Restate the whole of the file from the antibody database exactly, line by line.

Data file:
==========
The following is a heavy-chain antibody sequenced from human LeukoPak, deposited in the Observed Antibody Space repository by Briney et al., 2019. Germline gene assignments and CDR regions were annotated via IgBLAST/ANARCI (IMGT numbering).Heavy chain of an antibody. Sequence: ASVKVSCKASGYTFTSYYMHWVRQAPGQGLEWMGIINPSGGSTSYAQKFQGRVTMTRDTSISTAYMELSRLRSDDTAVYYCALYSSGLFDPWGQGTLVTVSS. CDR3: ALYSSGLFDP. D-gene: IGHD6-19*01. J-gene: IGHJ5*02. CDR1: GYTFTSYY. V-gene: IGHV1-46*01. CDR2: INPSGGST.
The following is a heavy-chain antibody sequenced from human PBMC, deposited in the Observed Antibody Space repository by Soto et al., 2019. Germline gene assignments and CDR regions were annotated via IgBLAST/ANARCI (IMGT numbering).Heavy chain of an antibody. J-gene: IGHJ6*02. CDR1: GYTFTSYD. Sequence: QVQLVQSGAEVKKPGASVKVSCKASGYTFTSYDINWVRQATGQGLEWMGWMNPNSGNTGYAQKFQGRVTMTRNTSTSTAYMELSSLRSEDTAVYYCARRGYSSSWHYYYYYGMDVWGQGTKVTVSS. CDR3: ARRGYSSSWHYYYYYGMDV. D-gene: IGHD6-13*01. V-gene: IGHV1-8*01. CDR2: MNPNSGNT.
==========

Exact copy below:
The following is a heavy-chain antibody sequenced from human LeukoPak, deposited in the Observed Antibody Space repository by Briney et al., 2019. Germline gene assignments and CDR regions were annotated via IgBLAST/ANARCI (IMGT numbering).Heavy chain of an antibody. Sequence: ASVKVSCKASGYTFTSYYMHWVRQAPGQGLEWMGIINPSGGSTSYAQKFQGRVTMTRDTSISTAYMELSRLRSDDTAVYYCALYSSGLFDPWGQGTLVTVSS. CDR3: ALYSSGLFDP. D-gene: IGHD6-19*01. J-gene: IGHJ5*02. CDR1: GYTFTSYY. V-gene: IGHV1-46*01. CDR2: INPSGGST.
The following is a heavy-chain antibody sequenced from human PBMC, deposited in the Observed Antibody Space repository by Soto et al., 2019. Germline gene assignments and CDR regions were annotated via IgBLAST/ANARCI (IMGT numbering).Heavy chain of an antibody. J-gene: IGHJ6*02. CDR1: GYTFTSYD. Sequence: QVQLVQSGAEVKKPGASVKVSCKASGYTFTSYDINWVRQATGQGLEWMGWMNPNSGNTGYAQKFQGRVTMTRNTSTSTAYMELSSLRSEDTAVYYCARRGYSSSWHYYYYYGMDVWGQGTKVTVSS. CDR3: ARRGYSSSWHYYYYYGMDV. D-gene: IGHD6-13*01. V-gene: IGHV1-8*01. CDR2: MNPNSGNT.